Bioscience Initiative

Bioscience Initiative
Leiden University

<< Return to archives

Using mathematics and history to predict the future of semi-arid vegetation

Van Leeuwenhoek Lecture on BioScience.

Date:
Thursday March 22 2018 at 16.00hrs.
Location:
Gorlaeus LUMY 04.28
Speaker:
Jonathan Sherratt

Jonathan Sherratt has been Professor of Mathematics at Heriot-Watt University since 1998. He was an undergraduate at Cambridge, followed by graduate work at the University of Washington. He graduated in 1991 (Oxford), was a postdoc at Oxford University and lecturer and senior lecturer at Warwick before moving to Heriot-Watt.

His research concerns the application of mathematics to problems in ecology, cell biology and medicine. The objective of this research is to use mathematics to obtain a better understanding of complex behavior in biology. Often this involves developing new mathematics in order to study the mathematical models. Specific topics on which his research is focused include spatiotemporal dynamics of cyclic populations, vegetation patterns in semi-arid environments, and long-range cell-cell interactions in developmental biology and tumour growth.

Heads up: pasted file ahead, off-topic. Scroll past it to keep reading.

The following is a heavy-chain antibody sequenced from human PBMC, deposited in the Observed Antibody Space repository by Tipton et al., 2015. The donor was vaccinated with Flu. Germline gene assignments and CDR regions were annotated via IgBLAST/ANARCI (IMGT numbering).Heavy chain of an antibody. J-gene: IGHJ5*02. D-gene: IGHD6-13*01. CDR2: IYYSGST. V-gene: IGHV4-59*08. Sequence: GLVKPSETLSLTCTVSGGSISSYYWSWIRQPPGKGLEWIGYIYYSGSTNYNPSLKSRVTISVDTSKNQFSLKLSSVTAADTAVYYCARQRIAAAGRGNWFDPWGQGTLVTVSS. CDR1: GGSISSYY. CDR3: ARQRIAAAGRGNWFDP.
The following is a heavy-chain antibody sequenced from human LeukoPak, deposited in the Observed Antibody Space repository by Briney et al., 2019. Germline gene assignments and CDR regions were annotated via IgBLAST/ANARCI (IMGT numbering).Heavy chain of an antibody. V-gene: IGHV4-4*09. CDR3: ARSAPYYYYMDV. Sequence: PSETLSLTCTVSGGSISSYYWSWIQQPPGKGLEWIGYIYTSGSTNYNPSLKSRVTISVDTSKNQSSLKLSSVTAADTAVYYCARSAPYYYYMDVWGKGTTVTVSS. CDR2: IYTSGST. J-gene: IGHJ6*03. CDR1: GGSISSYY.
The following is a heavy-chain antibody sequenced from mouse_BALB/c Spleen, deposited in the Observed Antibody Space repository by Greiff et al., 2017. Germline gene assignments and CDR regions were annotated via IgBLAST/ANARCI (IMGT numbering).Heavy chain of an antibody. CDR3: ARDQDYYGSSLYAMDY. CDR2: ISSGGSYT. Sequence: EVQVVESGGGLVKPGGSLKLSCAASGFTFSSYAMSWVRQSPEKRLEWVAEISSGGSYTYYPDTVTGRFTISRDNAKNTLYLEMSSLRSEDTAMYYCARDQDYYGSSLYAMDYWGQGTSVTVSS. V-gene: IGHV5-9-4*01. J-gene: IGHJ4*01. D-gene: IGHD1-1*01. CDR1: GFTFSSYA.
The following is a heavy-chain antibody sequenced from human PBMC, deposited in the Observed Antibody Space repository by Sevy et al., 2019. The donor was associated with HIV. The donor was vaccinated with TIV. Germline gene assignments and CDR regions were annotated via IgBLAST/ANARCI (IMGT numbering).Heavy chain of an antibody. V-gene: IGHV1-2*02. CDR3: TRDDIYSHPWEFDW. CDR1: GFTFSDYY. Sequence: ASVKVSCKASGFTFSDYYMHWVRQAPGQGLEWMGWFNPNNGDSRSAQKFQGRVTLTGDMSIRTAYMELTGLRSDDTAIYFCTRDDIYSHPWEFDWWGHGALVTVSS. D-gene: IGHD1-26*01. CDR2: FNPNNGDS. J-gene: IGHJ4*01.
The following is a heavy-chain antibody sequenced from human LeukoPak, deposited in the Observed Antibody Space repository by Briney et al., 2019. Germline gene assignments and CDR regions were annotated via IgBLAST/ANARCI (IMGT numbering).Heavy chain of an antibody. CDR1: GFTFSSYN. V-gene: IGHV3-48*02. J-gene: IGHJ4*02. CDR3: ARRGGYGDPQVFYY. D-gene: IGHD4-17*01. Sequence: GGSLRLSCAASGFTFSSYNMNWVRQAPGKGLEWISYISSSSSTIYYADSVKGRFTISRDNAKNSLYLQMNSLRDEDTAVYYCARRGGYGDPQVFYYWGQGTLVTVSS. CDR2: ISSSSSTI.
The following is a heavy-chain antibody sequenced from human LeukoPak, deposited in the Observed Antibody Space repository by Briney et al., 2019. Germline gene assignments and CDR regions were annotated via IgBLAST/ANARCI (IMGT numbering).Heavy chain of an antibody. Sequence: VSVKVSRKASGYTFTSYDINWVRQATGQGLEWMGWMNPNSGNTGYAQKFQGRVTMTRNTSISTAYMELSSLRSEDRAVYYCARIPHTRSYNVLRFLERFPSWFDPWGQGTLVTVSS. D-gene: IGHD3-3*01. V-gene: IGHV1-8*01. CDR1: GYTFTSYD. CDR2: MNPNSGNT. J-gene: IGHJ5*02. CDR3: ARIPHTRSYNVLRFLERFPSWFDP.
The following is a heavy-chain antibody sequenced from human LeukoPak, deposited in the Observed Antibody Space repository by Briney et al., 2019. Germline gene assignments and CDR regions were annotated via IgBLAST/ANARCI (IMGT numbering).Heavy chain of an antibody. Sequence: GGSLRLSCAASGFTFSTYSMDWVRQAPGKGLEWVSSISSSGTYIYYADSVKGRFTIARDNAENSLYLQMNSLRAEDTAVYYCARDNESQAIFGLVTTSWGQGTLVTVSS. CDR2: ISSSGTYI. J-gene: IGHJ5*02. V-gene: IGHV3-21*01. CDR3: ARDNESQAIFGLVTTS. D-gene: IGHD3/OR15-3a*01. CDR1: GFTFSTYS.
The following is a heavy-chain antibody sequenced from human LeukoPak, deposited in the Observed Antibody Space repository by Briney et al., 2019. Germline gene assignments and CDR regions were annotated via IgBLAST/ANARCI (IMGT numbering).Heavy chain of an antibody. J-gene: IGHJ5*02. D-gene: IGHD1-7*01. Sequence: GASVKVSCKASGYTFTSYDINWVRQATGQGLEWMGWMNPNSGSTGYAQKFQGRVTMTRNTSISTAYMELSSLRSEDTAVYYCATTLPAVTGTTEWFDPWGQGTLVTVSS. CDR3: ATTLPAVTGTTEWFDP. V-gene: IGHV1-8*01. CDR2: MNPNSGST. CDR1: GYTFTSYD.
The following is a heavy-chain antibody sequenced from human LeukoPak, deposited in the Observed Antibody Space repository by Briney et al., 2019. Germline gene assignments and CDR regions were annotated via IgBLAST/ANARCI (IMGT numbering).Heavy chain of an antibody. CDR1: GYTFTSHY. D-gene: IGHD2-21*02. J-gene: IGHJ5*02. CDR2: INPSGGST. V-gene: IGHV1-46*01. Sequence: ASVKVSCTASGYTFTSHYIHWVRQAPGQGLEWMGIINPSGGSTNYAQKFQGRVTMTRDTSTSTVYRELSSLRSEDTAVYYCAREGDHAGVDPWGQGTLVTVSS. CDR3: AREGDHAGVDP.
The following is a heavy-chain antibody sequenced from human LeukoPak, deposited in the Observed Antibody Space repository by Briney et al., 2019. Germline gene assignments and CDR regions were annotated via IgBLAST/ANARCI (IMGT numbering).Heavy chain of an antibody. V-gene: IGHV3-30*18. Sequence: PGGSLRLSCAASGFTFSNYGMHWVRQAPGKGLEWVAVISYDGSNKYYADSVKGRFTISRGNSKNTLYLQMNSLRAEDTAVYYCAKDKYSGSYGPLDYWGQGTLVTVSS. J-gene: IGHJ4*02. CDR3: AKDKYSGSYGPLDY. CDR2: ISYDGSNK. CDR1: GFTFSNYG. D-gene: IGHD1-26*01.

Vegetation in semi-arid regions has complicated dynamics, with a tendency to self-organise into spatiotemporal patterns. Given the lack of laboratory replicates, and the practical difficulties associated with fieldwork, mathematical modelling plays a key role in understanding these dynamics.

In this lecture, Jonathan Sherratt will discuss the ability of simple mathematical models of semi-arid vegetation to provide important and often surprising insights into spatial patterning.

One important feature of the phenomenon is that the ecological and environmental parameters do not on their own determine the pattern wavelength, which depends also on the process leading to patterning. For example, the degradation of uniform vegetation and the colonization of bareground lead to different patterns.. This "history-dependence" means that prediction of future vegetation levels requires detailed information on previous vegetation density and pattern. Focussing on the specific case of the Sahel region of Africa, Jonathan Sherratt will show how this can be obtained by combining modelling with data on climate history. Using predictions of future rainfall levels from global climate models, he will go on to discuss the prediction of future vegetation levels in the Sahel, up to the end of the 21st century - an issue with major ecological and socioeconomic importance.